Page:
Matt Weaver/NASCAR Ranting and Raving (SB Nation): Hey D.J. Thanks for taking time to talk to us today. To get things started, can you talk about how you got your start in racing?
D.J. VanderLey: I first started karting at age 4-12 at a local dirt track J&J Speedway (Grand Bay, Ala.) and continued there after they paved it and renamed it Sunny South Speedway. I got into Legend cars at many of the same tracks and did those for four or five years.
I moved on to trucks and have raced super and pro late models at Five Flags Speedway (Pensacola, Fla.) and Mobile International for past year and a half.
MW: Let’s skip ahead to the Snowball Derby last month. You finished second to Chase Elliott by less than a second and raced side-by-side with him for most of the final five laps. Can you talk a little bit about what was going through your mind, so close to the biggest possible win of your career?
DJV: During that last red flag period, I was thinking, “Oh my God, we’re here. This is it.” We spent very little compared to most of the other guys and we almost didn’t make it because of money.
Sitting second with five to go, I was in disbelief. That’s five of the hardest laps I’ve ever driven. What you saw of me in that car, that’s all I know how to do. We made contact off of turn two coming to the white flag and it worked in his favor.
MW: You and Chase Elliott made contact at several points during the race. He pushed you up the race track a bit aggressively with about 20 to go and I can’t help but wonder if that crossed your mind when you were racing for the win. Did you think about returning the favor over the final five laps?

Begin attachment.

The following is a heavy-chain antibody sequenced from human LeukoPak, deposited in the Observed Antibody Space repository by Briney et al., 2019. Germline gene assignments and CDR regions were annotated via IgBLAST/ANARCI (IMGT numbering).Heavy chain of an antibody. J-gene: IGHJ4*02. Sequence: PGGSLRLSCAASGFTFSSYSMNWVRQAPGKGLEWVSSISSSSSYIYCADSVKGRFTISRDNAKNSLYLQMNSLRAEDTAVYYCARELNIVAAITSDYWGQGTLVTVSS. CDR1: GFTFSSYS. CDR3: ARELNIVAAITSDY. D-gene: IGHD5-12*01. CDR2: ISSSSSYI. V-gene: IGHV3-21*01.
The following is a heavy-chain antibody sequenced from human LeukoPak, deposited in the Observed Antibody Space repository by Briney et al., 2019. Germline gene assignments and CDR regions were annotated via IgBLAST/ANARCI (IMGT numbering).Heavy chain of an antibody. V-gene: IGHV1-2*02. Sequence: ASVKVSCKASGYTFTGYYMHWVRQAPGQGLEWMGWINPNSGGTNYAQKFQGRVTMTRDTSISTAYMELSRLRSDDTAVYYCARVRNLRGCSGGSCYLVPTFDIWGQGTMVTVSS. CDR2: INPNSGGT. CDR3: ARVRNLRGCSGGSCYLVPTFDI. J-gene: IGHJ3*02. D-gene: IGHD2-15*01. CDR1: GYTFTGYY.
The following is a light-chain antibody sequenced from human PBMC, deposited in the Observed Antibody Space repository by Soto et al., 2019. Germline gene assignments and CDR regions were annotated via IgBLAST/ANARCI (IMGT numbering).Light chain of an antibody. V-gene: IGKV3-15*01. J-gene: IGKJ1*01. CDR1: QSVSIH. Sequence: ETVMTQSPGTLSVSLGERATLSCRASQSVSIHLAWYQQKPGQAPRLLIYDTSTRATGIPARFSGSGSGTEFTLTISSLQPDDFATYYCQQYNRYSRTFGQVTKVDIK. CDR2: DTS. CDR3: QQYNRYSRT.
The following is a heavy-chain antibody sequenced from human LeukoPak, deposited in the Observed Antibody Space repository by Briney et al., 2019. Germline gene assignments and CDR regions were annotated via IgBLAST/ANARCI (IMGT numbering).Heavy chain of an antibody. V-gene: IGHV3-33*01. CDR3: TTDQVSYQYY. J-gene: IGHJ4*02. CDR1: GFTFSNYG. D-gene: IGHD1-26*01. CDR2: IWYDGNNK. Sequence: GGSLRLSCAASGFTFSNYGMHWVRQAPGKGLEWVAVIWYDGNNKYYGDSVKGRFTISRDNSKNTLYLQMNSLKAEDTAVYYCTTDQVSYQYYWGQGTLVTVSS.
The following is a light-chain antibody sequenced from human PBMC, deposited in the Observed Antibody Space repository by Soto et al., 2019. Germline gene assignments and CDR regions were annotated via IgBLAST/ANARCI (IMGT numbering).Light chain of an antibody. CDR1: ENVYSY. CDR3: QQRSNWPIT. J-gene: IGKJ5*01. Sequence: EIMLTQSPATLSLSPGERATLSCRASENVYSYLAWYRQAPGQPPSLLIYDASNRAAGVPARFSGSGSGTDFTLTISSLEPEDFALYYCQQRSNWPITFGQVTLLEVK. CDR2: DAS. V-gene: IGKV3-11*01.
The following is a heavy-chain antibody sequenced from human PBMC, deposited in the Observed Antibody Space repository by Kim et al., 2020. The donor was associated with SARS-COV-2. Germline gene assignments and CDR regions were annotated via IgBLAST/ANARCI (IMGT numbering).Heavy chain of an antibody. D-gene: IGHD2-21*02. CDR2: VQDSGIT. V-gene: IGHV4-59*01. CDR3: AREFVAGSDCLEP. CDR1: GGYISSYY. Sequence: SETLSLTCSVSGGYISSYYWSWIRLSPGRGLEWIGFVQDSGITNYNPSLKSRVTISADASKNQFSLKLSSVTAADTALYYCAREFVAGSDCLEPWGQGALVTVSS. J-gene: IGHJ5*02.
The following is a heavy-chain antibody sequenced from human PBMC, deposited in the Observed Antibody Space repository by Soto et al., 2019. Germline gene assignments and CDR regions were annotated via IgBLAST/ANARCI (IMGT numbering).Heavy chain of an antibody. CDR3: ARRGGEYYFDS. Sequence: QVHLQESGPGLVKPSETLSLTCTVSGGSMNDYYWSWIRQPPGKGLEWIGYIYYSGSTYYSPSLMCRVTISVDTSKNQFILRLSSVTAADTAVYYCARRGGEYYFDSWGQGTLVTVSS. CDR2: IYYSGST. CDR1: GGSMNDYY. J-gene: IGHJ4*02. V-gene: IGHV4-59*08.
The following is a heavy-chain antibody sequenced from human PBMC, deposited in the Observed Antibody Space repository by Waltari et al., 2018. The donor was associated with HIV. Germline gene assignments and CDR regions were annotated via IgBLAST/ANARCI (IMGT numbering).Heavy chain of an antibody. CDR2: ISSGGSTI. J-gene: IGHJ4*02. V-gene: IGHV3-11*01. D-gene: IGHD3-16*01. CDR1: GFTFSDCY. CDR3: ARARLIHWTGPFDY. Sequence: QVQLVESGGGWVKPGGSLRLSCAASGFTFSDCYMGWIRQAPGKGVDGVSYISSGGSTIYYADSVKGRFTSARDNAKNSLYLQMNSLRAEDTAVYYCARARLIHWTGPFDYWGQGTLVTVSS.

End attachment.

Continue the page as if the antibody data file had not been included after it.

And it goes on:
DJV: I’ve seen too many races won that way. [People] bring up last year’s Derby where Johanna [Long] spun out Landon [Cassill] on the final lap. That’s not how you should race. It sucks being that guy.
I’ve been there too many times.
MW: One of the many subplots that played out at the end of that race was you running an engine built by your grandfather Paul, who passed away in April. That car had a lot of heart and soul in it. What was the thought process behind running that engine and how special was it doing so well in this race with it?
DJV: He started on that engine, an old TN2 motor in 2009 and finished it before the 2010 season. It was sitting in our garage floor ever since he passed away and when we blew a motor at midseason of this year, we decided to put it our late model and see what it could do.
MW: What’s on the horizon for D.J. VanderLey? Have you guys figured out a schedule for the 2012 season and where does school fall into all of this?
DJV: I’m attending Auburn University as a sophomore, working full-time towards an honors degree in mechanical engineering and that’s our chief focus. Not coming from a lot of money, I know my chances of driving for a living are kind of slim. Going to school means I have something to fall back on.
As for the racing side, we’re really not sure just yet. We have two cars, the super late model and our pro late model. We may even modify that pro into a super late model for 2012. We’re just not sure yet.
MW: When talking about funding a racing program, performing well at races like the Snowball Derby has to help. How much increased notoriety have you received as a result of how well you ran at the Derby?
DJV: It certainly doesn’t hurt. The phone’s been ringing off the hook since the Derby. People are definitely interested in getting on board. We’ve never performed this well in anything as big as that race and whether in our car or someone else’s we expect to be back next year.
MW: Is there anything you’d like to plug or people you want to give a shoutout to?
DJV: Definitely my parents for all they’ve done. They’ve done everything possible to help me even at their detriment. I’m really thankful for them.